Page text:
Life with Lou Gehrig's Disease
MICHELE NORRIS, host:
About two years ago, commentator Darcy Wakefield was diagnosed wit ALS, Lou Gehrig's disease, at the age of 33. A few months later, she wrote a commentary about losing her ability to run. Since then, her disease has progressed, sometimes in ways she did not anticipate. She asked her sister Betsy to read this commentary for her.
I haven't been sleeping much lately. I wake every few hours, panicked that the comforter is too near my face and I'll suffocate. I want to turn over, but I can't. My arms, they're useless. I wrap them around myself, and when I untangle them, they're no help. I would love to scream out, but I'm losing my voice. When I was diagnosed with ALS, I read extensively about it. I learned about ventilators, feeding tubes, power wheelchairs, but nothing prepared me for being unable to turn over.
This has been one of the scariest side effects of my disease thus far. I understand now what sort of fear gave birth to the expression, `I was scared out of my mind.' Nights when I wake up, I am frantic to rouse my partner Steve and feel the cold air that indicates he's pushed back the covers and will turn me over. At those times, 11 PM, 2 AM, 4 AM, whenever, we each whisper, `I can't keep doing this.'
The bed is my enemy. I fear it. Until recently, I've loved going to bed. When I wasn't sleeping on my bed, I was sprawled on it, reading books or grading student papers or talking on the phone. In the weeks before and after my diagnosis, my bed was a safe harbor for me. Lulled to sleep by lorazepam, I almost could forget about ALS. Five months after my diagnosis, when Steve and I moved in together, I gave up my futon for Steve's grown-up bed and swapped the lorazepam for Steve's strong arms.
But I couldn't trade the ALS. And then slowly, the bed became less comfortable. I think this is how it is with the ALS that I have. I am gradually losing the ability to do many things, but it happens so slowly that I am almost not aware of it until it happens. One day, I had a hard time getting up from the couch. A few days later, I couldn't get up from the dinner table. Then I had problems getting off the toilet. So the other night, when I reached out my left arm to wrap it around Steve, I wasn't shocked when I couldn't do it, but it was 2 AM. It was dark, and it was just me, alone in my brain. So I stayed awake for a while, longing to hold Steve, wanting him to hold me, wanting the ALS to go away.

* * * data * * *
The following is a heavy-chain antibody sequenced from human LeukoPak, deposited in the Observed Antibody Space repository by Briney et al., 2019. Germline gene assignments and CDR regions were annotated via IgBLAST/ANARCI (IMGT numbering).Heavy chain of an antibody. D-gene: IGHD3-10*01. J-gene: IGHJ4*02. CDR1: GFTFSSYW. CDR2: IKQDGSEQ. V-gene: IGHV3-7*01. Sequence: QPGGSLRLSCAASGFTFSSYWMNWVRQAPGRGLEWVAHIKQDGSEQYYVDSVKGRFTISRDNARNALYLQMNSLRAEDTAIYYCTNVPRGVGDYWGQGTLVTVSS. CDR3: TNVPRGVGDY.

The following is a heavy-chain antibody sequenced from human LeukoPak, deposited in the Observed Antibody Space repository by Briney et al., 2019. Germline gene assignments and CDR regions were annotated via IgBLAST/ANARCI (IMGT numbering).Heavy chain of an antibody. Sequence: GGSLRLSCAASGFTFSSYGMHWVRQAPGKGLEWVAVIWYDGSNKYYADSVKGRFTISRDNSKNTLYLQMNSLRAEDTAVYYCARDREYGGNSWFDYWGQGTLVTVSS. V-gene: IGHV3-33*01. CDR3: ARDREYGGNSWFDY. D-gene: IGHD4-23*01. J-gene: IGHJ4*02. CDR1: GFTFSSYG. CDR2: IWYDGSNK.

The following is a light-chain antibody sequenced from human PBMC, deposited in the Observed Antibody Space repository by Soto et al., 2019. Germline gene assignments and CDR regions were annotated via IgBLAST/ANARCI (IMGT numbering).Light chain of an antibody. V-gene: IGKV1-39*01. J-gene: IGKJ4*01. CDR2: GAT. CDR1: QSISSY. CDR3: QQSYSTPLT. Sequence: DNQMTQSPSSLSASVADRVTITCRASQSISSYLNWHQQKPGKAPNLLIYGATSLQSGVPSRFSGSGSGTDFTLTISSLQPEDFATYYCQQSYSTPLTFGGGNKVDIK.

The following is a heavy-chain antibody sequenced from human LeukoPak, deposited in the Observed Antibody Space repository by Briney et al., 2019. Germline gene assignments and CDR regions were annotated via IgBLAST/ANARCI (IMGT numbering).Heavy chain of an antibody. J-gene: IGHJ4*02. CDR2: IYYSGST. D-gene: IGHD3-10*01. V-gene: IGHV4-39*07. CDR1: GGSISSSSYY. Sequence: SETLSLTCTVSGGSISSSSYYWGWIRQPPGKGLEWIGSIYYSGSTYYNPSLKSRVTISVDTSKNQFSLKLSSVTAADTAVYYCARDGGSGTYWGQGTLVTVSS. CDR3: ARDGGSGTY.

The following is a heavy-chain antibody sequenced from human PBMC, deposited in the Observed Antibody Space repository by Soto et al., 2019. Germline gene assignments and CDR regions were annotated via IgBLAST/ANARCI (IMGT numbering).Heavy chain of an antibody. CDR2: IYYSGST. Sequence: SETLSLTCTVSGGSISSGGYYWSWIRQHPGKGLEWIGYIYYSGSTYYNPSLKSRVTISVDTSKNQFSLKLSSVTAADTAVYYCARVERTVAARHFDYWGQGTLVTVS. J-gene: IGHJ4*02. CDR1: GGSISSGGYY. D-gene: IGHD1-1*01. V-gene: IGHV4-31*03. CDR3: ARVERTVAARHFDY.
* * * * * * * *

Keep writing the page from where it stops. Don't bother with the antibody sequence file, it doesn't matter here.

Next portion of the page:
In these early hours, my losses add up too fast for me, and my brain scrambles to focus on something, anything else. So the other night, my mind returned to some of the mountains I've climbed. One of my favorites is a loop trail at Tumbledown Mountain in Weld, Maine. The only part of the hike I dread is a narrow passageway carved between two large boulders on the way up. It's called Fat Man's Squeeze. I hate how tight the squeeze is, and I hate how claustrophobic I feel jammed in between the rocks. The only thing that keeps me moving up the handholds to the top of the squeeze is the knowledge that soon I will emerge into the light, and a spectacular view awaits me.
Lately, going to bed every night has been like climbing the Fat Man's Squeeze over and over and never reaching the top. I long to reach the land handhold, the end of the squeeze, and poke my head out from between the rocks and into the sunshine.
NORRIS: Betsy Wakefield with a commentary written by her sister Darcy Wakefield. Darcy has a new book titled "I Remember Running."
MELISSA BLOCK (Host): You're listening to ALL THINGS CONSIDERED from NPR News.
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